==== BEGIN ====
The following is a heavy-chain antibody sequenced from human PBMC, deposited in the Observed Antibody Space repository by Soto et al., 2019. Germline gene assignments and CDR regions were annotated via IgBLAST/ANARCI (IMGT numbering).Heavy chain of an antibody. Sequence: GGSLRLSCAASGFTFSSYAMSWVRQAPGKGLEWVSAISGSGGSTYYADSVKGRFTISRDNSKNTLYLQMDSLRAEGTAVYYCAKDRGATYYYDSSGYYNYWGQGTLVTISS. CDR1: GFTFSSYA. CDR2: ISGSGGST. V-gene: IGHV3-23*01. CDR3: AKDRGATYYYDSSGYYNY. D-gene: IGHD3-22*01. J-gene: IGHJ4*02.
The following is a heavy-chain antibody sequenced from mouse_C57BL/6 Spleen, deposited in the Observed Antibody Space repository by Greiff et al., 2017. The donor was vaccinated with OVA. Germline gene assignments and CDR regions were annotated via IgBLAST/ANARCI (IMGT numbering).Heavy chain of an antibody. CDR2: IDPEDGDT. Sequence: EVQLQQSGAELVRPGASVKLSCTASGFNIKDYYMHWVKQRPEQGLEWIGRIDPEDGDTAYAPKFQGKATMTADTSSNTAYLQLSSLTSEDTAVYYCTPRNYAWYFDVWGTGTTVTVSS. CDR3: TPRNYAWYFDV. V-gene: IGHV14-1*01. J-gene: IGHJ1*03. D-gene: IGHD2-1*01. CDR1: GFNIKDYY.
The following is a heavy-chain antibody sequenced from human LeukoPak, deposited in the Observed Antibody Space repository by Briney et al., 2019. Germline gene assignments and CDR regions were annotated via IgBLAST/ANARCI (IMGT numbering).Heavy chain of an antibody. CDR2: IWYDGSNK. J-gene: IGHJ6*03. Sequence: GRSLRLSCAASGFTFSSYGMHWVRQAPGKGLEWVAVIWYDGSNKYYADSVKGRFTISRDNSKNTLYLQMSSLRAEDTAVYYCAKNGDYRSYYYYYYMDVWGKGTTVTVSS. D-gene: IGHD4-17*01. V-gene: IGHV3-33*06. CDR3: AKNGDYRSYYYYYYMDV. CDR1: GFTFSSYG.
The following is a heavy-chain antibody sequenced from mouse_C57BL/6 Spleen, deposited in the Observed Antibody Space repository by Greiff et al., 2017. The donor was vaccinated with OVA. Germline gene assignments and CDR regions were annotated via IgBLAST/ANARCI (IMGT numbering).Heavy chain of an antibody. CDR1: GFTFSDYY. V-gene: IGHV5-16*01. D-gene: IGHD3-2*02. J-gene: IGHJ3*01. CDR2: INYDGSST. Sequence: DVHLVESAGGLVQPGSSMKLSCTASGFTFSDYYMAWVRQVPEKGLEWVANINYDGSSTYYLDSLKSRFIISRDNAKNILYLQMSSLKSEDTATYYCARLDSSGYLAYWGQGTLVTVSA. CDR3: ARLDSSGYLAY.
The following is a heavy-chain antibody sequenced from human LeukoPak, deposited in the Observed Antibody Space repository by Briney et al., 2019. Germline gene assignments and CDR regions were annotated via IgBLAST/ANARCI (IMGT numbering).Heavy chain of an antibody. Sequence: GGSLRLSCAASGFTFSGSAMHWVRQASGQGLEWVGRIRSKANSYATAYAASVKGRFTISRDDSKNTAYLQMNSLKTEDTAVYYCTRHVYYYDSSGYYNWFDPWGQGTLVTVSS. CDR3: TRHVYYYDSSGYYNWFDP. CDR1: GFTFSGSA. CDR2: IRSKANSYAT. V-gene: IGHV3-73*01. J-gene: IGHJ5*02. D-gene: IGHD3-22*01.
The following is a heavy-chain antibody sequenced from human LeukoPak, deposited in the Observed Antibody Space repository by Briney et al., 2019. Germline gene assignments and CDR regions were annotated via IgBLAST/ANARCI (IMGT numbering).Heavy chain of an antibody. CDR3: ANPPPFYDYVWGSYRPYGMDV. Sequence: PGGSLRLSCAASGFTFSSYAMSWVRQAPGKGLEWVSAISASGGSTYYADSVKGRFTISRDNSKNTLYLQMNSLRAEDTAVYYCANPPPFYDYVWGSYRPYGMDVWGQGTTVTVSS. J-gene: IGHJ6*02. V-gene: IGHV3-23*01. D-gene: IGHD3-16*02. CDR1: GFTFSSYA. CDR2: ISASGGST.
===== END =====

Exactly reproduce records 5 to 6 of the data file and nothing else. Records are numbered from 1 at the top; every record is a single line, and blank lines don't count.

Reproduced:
The following is a heavy-chain antibody sequenced from human LeukoPak, deposited in the Observed Antibody Space repository by Briney et al., 2019. Germline gene assignments and CDR regions were annotated via IgBLAST/ANARCI (IMGT numbering).Heavy chain of an antibody. Sequence: GGSLRLSCAASGFTFSGSAMHWVRQASGQGLEWVGRIRSKANSYATAYAASVKGRFTISRDDSKNTAYLQMNSLKTEDTAVYYCTRHVYYYDSSGYYNWFDPWGQGTLVTVSS. CDR3: TRHVYYYDSSGYYNWFDP. CDR1: GFTFSGSA. CDR2: IRSKANSYAT. V-gene: IGHV3-73*01. J-gene: IGHJ5*02. D-gene: IGHD3-22*01.
The following is a heavy-chain antibody sequenced from human LeukoPak, deposited in the Observed Antibody Space repository by Briney et al., 2019. Germline gene assignments and CDR regions were annotated via IgBLAST/ANARCI (IMGT numbering).Heavy chain of an antibody. CDR3: ANPPPFYDYVWGSYRPYGMDV. Sequence: PGGSLRLSCAASGFTFSSYAMSWVRQAPGKGLEWVSAISASGGSTYYADSVKGRFTISRDNSKNTLYLQMNSLRAEDTAVYYCANPPPFYDYVWGSYRPYGMDVWGQGTTVTVSS. J-gene: IGHJ6*02. V-gene: IGHV3-23*01. D-gene: IGHD3-16*02. CDR1: GFTFSSYA. CDR2: ISASGGST.